What Happens When You’re Bit by a Gaboon Viper?
If a Gaboon viper bites you, you’ll notice a few things straight away.
- The area around the bite wound will immediately swell up.
- The area around the bite will also have severe blisters around it.
- You’ll be in incredible pain but also go into a state of shock.
- You’ll immediately have trouble breathing.
- You might not notice, but your blood pressure will swiftly drop. You’ll also experience damage to your heart.
Over the next ten minutes, you’ll start to experience other symptoms too. Your tongue and eyelids will swell up like you’re experiencing anaphylactic shock.
You’ll also become unable to steady yourself, and won’t be able to move in the way that you want to (almost like you’ve been drinking alcohol).
Finally, you’ll start convulsing/having a fit, and you’ll become unconscious. At this point, the blisters and bruises will spread, and the tissue around the bite mark will begin to die.
Because of the effects of the venom, your blood won’t be able to clot properly, and you may spontaneously bleed both internally and externally. If the damage gets to this point, it’s likely because the snake envenomated you enough to kill you.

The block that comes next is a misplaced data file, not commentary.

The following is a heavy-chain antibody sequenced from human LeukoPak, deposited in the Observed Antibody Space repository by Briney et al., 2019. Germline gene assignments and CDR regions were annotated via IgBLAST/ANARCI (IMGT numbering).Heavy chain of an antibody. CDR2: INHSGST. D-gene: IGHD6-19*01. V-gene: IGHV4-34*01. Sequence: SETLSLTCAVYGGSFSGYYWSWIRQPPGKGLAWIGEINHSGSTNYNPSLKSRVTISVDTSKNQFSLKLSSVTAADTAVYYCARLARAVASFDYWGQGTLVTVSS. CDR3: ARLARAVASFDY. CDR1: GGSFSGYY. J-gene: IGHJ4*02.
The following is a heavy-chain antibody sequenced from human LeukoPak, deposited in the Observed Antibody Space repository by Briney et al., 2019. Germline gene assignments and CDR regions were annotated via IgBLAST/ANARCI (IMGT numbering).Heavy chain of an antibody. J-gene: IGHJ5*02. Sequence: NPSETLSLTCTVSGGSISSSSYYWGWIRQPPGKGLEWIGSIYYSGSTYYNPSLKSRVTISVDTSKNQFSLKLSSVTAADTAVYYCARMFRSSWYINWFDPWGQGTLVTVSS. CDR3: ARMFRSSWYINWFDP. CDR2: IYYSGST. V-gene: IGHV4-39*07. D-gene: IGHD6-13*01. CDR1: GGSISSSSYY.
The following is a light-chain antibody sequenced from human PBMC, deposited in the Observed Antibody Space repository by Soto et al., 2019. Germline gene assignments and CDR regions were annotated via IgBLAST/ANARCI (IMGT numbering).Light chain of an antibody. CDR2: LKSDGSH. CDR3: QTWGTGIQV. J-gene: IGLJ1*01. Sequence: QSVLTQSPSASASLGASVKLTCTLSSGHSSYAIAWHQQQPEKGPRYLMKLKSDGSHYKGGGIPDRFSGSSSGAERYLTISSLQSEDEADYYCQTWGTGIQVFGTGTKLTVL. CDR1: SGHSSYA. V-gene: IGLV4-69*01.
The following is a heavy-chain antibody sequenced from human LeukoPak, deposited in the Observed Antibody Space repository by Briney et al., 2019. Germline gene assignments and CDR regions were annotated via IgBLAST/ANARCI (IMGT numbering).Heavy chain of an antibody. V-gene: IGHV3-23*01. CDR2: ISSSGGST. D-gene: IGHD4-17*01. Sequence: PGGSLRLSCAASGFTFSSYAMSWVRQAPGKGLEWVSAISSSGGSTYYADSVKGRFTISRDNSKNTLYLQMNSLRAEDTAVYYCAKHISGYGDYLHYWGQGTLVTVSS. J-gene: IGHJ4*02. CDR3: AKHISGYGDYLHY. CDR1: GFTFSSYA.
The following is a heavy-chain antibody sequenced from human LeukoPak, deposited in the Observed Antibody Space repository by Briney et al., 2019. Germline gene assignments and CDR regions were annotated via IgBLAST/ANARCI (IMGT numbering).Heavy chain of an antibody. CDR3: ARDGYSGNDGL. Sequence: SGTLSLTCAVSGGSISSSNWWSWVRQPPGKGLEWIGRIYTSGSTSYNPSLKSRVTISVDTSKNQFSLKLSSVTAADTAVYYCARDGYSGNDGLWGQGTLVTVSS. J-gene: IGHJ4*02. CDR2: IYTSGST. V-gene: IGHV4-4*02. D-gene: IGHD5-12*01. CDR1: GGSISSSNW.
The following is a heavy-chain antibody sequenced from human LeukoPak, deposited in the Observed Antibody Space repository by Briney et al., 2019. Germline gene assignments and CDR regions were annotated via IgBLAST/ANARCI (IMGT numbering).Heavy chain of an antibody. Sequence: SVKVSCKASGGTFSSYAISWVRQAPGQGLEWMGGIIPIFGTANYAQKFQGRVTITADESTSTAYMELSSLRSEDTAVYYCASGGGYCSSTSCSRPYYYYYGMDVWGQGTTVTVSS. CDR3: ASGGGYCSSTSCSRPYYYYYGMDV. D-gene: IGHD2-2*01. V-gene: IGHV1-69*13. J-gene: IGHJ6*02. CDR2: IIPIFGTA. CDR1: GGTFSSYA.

Gaboon Viper Predators
Some animals can kill and eat Gaboon vipers. Monitor lizards and some species of bird (specifically secretary birds, which can grow taller than 4 feet) can prey on juvenile Gaboon vipers.
There isn’t any animal that’s prepared to attack a fully grown Gaboon viper, for the simple reason that they’re too dangerous. It’s much easier for a predator to find and kill a squirrel, for example, than it is to kill a Gaboon viper—so that’s what they do instead.
Gaboon Viper Breeding
Since they live in equatorial Africa, Gaboon vipers breed differently to U.S. snakes. In American snakes, any snake that doesn’t live on the equator—they’ll breed after brumation. But since Gaboon vipers don’t brumate as the temperature never gets that low, they’re active all year long.
Even so, they’ll only mate once every two or three years. They make up for it by laying up to 40 eggs per clutch. Scientists have even reported five-year breeding cycles (five years between laying one clutch and then laying another). The Gaboon viper isn’t currently endangered.
There’s also a difference between West African and East African Gaboon vipers. In West Africa, they have the rainy season in and around the rainforest where the West African Gaboon viper lives.
The snake times their mating and egg laying to coincide with the beginning of the rainy season. But the East African Gaboon viper doesn’t, and will happily mate or lay eggs at any time of the years.
When it’s time to mate, like in other snakes, the males will fight one another. But Gaboon vipers fight uniquely. They don’t use their fangs or venom, because that would end up with the other male dying, which isn’t good for the species as a whole.
Instead, one male will slither on top of the other, before both snakes intertwine. This looks a little like mating. However, one male will then lift their head so that they’re off the ground and facing one another. They’ll then push, almost like arm wrestling, to see which snake can overpower the other.